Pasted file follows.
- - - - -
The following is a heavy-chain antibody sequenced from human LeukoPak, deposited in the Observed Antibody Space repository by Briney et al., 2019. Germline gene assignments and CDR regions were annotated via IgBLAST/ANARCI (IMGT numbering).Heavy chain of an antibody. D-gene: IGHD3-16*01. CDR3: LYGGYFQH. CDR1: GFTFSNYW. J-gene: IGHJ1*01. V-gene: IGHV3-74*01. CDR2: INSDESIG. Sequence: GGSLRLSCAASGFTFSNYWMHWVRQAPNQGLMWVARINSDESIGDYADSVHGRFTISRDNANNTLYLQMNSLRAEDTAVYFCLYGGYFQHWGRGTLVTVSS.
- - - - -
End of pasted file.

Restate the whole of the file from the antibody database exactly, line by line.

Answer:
The following is a heavy-chain antibody sequenced from human LeukoPak, deposited in the Observed Antibody Space repository by Briney et al., 2019. Germline gene assignments and CDR regions were annotated via IgBLAST/ANARCI (IMGT numbering).Heavy chain of an antibody. D-gene: IGHD3-16*01. CDR3: LYGGYFQH. CDR1: GFTFSNYW. J-gene: IGHJ1*01. V-gene: IGHV3-74*01. CDR2: INSDESIG. Sequence: GGSLRLSCAASGFTFSNYWMHWVRQAPNQGLMWVARINSDESIGDYADSVHGRFTISRDNANNTLYLQMNSLRAEDTAVYFCLYGGYFQHWGRGTLVTVSS.